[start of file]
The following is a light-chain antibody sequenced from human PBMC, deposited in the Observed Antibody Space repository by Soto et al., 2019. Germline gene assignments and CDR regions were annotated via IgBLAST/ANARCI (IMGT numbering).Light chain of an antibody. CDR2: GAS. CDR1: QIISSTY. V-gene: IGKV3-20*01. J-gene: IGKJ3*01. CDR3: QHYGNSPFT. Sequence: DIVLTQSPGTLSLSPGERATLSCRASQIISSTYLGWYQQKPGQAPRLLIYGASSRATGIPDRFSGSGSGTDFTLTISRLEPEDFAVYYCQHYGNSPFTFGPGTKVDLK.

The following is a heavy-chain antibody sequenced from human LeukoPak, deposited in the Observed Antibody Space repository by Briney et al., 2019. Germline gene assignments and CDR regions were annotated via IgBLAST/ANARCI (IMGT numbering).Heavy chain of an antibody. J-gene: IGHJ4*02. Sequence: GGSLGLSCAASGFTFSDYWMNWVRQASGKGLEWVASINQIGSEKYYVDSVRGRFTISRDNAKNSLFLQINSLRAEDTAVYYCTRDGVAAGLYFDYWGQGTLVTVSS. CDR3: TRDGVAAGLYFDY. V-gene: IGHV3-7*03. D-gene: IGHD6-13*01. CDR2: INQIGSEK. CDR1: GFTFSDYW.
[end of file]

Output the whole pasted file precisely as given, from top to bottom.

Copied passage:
The following is a light-chain antibody sequenced from human PBMC, deposited in the Observed Antibody Space repository by Soto et al., 2019. Germline gene assignments and CDR regions were annotated via IgBLAST/ANARCI (IMGT numbering).Light chain of an antibody. CDR2: GAS. CDR1: QIISSTY. V-gene: IGKV3-20*01. J-gene: IGKJ3*01. CDR3: QHYGNSPFT. Sequence: DIVLTQSPGTLSLSPGERATLSCRASQIISSTYLGWYQQKPGQAPRLLIYGASSRATGIPDRFSGSGSGTDFTLTISRLEPEDFAVYYCQHYGNSPFTFGPGTKVDLK.

The following is a heavy-chain antibody sequenced from human LeukoPak, deposited in the Observed Antibody Space repository by Briney et al., 2019. Germline gene assignments and CDR regions were annotated via IgBLAST/ANARCI (IMGT numbering).Heavy chain of an antibody. J-gene: IGHJ4*02. Sequence: GGSLGLSCAASGFTFSDYWMNWVRQASGKGLEWVASINQIGSEKYYVDSVRGRFTISRDNAKNSLFLQINSLRAEDTAVYYCTRDGVAAGLYFDYWGQGTLVTVSS. CDR3: TRDGVAAGLYFDY. V-gene: IGHV3-7*03. D-gene: IGHD6-13*01. CDR2: INQIGSEK. CDR1: GFTFSDYW.